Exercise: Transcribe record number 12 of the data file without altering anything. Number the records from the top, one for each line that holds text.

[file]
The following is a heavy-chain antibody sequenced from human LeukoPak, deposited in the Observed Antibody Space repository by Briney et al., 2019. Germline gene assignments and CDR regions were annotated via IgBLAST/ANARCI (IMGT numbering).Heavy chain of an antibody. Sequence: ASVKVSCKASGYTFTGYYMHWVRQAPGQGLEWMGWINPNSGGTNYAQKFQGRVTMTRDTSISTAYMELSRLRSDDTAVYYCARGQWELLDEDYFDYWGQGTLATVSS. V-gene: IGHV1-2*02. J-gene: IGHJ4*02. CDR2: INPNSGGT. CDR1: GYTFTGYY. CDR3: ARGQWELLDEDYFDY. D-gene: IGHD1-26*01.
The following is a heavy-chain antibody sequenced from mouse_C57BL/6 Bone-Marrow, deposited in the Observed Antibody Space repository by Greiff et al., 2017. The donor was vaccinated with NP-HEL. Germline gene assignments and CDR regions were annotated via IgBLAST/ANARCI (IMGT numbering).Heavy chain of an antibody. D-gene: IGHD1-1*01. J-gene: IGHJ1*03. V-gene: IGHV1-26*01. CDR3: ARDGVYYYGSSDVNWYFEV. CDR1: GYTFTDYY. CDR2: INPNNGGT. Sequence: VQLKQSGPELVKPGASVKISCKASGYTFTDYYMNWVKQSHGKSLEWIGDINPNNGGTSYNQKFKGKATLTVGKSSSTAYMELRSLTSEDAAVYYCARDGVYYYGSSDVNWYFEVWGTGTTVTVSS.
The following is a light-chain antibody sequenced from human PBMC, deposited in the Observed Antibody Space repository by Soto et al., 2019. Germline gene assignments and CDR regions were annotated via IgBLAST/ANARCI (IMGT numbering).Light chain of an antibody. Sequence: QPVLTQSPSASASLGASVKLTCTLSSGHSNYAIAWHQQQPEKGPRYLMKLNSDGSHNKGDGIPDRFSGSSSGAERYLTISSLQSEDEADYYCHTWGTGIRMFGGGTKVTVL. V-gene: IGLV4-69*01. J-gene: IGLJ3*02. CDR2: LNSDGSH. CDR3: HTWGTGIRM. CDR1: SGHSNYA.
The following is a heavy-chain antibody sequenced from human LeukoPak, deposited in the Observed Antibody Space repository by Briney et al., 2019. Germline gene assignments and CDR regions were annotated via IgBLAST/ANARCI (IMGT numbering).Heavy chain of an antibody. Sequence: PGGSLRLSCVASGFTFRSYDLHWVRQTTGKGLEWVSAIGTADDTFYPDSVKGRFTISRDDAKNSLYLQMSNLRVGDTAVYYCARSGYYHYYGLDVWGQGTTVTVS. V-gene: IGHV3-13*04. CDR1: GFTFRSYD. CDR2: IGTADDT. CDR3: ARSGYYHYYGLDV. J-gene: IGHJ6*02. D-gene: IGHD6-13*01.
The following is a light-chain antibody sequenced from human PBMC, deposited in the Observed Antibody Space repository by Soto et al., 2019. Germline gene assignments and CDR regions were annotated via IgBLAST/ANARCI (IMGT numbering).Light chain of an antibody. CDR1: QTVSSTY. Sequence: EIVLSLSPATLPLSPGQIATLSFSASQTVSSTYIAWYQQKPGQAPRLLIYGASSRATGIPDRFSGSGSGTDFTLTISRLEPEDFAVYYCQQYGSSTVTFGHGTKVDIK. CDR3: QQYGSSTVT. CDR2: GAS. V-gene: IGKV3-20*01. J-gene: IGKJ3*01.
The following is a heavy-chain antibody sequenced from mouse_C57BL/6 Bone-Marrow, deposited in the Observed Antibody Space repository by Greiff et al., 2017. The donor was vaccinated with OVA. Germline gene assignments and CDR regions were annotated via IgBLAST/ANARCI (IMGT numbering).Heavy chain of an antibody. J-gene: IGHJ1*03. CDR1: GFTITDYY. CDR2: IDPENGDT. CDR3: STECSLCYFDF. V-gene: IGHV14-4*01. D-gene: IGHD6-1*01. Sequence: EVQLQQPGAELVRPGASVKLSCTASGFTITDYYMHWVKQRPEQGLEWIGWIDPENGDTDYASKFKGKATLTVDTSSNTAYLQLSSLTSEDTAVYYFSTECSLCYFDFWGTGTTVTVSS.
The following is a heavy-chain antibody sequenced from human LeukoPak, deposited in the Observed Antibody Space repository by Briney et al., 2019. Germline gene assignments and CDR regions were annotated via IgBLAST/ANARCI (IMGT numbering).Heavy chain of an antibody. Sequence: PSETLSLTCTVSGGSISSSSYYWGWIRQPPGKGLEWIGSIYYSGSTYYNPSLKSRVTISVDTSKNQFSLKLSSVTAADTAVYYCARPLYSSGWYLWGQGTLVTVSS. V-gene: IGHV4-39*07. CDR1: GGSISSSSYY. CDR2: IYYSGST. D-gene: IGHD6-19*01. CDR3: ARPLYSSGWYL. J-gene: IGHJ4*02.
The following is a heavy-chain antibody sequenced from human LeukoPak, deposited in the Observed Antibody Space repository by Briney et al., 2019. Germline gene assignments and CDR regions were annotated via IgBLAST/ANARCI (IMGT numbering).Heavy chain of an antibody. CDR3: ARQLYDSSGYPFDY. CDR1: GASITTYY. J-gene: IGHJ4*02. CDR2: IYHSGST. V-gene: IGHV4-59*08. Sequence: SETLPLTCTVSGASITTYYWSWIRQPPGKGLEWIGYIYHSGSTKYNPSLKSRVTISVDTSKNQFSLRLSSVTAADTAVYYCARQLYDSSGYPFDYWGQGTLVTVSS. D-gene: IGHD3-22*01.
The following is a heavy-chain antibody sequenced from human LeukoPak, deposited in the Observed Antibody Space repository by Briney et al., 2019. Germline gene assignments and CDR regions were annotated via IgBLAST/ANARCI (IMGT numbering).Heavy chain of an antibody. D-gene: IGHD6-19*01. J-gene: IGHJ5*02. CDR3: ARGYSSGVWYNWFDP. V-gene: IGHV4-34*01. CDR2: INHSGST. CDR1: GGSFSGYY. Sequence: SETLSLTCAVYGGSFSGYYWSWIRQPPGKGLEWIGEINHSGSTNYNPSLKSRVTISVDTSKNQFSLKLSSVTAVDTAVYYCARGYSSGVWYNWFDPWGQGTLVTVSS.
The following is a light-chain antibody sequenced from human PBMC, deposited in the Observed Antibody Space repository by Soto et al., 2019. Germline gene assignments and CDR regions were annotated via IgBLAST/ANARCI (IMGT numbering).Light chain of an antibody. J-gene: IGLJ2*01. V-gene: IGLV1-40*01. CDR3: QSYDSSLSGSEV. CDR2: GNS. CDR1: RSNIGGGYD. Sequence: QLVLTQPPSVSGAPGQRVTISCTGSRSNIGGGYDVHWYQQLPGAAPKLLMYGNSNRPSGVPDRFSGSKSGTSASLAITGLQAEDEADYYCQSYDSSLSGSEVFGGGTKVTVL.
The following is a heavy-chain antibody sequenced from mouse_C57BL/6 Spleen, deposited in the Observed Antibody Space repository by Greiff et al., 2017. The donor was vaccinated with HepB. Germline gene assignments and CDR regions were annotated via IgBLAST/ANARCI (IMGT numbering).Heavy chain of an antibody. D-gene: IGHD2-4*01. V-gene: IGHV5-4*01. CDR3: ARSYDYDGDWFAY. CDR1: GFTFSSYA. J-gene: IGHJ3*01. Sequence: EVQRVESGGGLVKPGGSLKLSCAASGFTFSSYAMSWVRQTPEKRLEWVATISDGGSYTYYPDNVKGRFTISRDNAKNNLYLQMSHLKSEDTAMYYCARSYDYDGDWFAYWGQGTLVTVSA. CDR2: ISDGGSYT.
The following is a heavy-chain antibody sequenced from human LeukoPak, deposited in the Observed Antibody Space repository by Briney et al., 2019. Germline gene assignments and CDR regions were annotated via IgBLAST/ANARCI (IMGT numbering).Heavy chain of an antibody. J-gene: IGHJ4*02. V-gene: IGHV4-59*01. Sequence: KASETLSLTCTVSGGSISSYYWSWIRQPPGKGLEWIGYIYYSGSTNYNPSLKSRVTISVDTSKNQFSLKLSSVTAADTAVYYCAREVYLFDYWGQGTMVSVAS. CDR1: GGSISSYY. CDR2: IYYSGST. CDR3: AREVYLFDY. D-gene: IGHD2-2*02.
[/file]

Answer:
The following is a heavy-chain antibody sequenced from human LeukoPak, deposited in the Observed Antibody Space repository by Briney et al., 2019. Germline gene assignments and CDR regions were annotated via IgBLAST/ANARCI (IMGT numbering).Heavy chain of an antibody. J-gene: IGHJ4*02. V-gene: IGHV4-59*01. Sequence: KASETLSLTCTVSGGSISSYYWSWIRQPPGKGLEWIGYIYYSGSTNYNPSLKSRVTISVDTSKNQFSLKLSSVTAADTAVYYCAREVYLFDYWGQGTMVSVAS. CDR1: GGSISSYY. CDR2: IYYSGST. CDR3: AREVYLFDY. D-gene: IGHD2-2*02.